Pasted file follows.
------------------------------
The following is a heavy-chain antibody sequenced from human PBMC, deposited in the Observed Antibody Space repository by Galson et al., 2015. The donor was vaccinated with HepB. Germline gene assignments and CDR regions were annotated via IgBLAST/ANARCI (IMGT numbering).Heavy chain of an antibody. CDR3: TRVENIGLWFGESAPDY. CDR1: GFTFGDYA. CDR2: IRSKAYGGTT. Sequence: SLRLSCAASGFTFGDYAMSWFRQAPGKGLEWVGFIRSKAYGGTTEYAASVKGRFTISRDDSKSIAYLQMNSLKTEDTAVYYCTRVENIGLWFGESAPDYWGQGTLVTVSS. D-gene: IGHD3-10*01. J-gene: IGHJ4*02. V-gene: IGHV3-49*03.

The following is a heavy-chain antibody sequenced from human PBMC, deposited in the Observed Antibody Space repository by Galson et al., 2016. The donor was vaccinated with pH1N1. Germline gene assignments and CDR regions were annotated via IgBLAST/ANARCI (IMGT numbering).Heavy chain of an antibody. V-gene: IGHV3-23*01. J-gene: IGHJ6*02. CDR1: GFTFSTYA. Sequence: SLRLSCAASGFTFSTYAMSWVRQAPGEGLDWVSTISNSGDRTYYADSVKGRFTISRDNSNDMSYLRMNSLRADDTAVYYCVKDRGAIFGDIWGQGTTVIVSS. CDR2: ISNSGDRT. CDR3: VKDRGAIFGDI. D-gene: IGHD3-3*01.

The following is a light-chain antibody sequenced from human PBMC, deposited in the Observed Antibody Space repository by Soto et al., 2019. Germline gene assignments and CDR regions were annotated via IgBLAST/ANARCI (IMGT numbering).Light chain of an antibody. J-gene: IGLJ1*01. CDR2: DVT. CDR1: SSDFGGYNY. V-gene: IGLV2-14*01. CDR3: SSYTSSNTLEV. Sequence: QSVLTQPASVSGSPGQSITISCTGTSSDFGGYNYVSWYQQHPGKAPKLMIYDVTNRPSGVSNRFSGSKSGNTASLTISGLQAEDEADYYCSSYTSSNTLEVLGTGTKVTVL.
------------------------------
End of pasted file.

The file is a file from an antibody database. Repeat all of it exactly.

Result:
The following is a heavy-chain antibody sequenced from human PBMC, deposited in the Observed Antibody Space repository by Galson et al., 2015. The donor was vaccinated with HepB. Germline gene assignments and CDR regions were annotated via IgBLAST/ANARCI (IMGT numbering).Heavy chain of an antibody. CDR3: TRVENIGLWFGESAPDY. CDR1: GFTFGDYA. CDR2: IRSKAYGGTT. Sequence: SLRLSCAASGFTFGDYAMSWFRQAPGKGLEWVGFIRSKAYGGTTEYAASVKGRFTISRDDSKSIAYLQMNSLKTEDTAVYYCTRVENIGLWFGESAPDYWGQGTLVTVSS. D-gene: IGHD3-10*01. J-gene: IGHJ4*02. V-gene: IGHV3-49*03.

The following is a heavy-chain antibody sequenced from human PBMC, deposited in the Observed Antibody Space repository by Galson et al., 2016. The donor was vaccinated with pH1N1. Germline gene assignments and CDR regions were annotated via IgBLAST/ANARCI (IMGT numbering).Heavy chain of an antibody. V-gene: IGHV3-23*01. J-gene: IGHJ6*02. CDR1: GFTFSTYA. Sequence: SLRLSCAASGFTFSTYAMSWVRQAPGEGLDWVSTISNSGDRTYYADSVKGRFTISRDNSNDMSYLRMNSLRADDTAVYYCVKDRGAIFGDIWGQGTTVIVSS. CDR2: ISNSGDRT. CDR3: VKDRGAIFGDI. D-gene: IGHD3-3*01.

The following is a light-chain antibody sequenced from human PBMC, deposited in the Observed Antibody Space repository by Soto et al., 2019. Germline gene assignments and CDR regions were annotated via IgBLAST/ANARCI (IMGT numbering).Light chain of an antibody. J-gene: IGLJ1*01. CDR2: DVT. CDR1: SSDFGGYNY. V-gene: IGLV2-14*01. CDR3: SSYTSSNTLEV. Sequence: QSVLTQPASVSGSPGQSITISCTGTSSDFGGYNYVSWYQQHPGKAPKLMIYDVTNRPSGVSNRFSGSKSGNTASLTISGLQAEDEADYYCSSYTSSNTLEVLGTGTKVTVL.